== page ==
National Security Agency surveillance programs revealed by Edward Snowden have helped fuel significant constitutional questions in a Chicago terrorism case. But now the government has won a court ruling allowing details about its Internet spying to remain secret.
Adel Daoud is accused of attempting to detonate what he believed was a car bomb in Chicago after being identified as a possible terrorist through his emails and other online activity. According to an FBI affidavit filed in the case, two undercover FBI agents reached out to 19-year-old Daoud after he was observed researching violent jihad and viewing the English-language al-Qaida propaganda magazine Inspire. The undercover feds pretended to be considering waging jihad and set up a face-to-face meeting with Daoud in an Illinois park in July 2012. According to the affidavit, Daoud expressed a desire to kill hundreds of Americans in retaliation for a perceived U.S. war against Islam and Muslims. He allegedly came up with a plot to bomb a bar in downtown Chicago and was provided with fake explosives constructed by FBI bomb technicians. In September 2012, he attempted to detonate the device outside the Chicago bar and was taken immediately into custody.
However, a crucial and highly pertinent part of Daoud’s case involves how he initially popped up on the feds’ radar. According to the FBI, the teen was first noticed in October 2011 after he used an email account to obtain and distribute material related to violent jihad. It is not mentioned by the FBI in the court documents how those emails were first flagged. But last year, when a controversial 2008 amendment to the Foreign Intelligence Surveillance Act was up for renewal, Senate Intelligence Committee Chairwoman Dianne Feinstein, D-Calif., used Daoud’s case as an example of how the law had been crucial in thwarting potential domestic terror plots.
Feinstein’s statement, plus recently leaked documents about NSA surveillance, prompted Daoud’s attorney to seek disclosure of details related to how the investigation into him first began. The defense team had hoped to obtain the information to challenge the constitutionality of subsequent evidence. But on Wednesday, federal Judge Sharon Johnson Coleman denied a request to order prosecutors to disclose details about the surveillance. The government had argued that it should not have to disclose the details because it did not intend to use information gleaned from the surveillance at trial.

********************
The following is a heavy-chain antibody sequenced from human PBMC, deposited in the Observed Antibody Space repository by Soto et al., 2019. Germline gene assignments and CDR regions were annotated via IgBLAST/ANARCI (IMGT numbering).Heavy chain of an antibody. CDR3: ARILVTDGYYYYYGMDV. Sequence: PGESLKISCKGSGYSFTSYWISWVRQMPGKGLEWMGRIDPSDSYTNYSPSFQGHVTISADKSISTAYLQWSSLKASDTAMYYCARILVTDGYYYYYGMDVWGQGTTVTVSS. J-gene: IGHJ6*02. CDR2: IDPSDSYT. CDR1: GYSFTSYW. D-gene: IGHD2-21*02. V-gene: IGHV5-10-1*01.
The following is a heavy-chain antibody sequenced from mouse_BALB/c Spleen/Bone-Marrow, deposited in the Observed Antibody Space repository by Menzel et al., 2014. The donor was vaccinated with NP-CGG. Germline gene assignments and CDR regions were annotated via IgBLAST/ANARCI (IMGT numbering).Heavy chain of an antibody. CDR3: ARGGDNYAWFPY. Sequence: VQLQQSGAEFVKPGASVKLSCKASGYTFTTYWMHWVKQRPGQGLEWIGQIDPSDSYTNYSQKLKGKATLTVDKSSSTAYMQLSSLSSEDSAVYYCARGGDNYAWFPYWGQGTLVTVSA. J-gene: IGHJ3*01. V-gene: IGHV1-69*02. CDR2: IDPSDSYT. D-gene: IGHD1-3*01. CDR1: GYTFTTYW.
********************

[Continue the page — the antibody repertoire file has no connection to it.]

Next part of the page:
It appears likely that Daoud was first flagged after his emails showing an interest in jihad and al-Qaida were spotted by NSA programs used to collect and sift through troves of data mined directly off of Internet cables. Many details about these so-called “upstream” programs have been exposed through documents leaked by Snowden. In addition, secret NSA rules revealed in June how domestic communications scooped up by the NSA without a warrant can be passed on to other agencies and used to initiate an investigation if they are believed to contain “significant foreign intelligence information” or show evidence of a crime that has been, is being, or is about to be committed.
The Supreme Court ruled in February that if the government intends to use information gleaned under FISA in judicial or administrative proceedings it must provide “advance notice of its intent,” and a defendant may challenge the lawfulness of the surveillance. But in the Daoud case, the government appears to have dodged this by claiming it will not use any of the information related to the surveillance during the trial—even although the initial FISA surveillance apparently played a pivotal role in sparking the investigation.
The government’s successful attempt to keep the surveillance secret in the Daoud trial suggests that it either lacks confidence in the constitutionality of the spying or the Justice Department is still struggling to embrace the greater transparency on surveillance recently promised by the Obama administration—or both.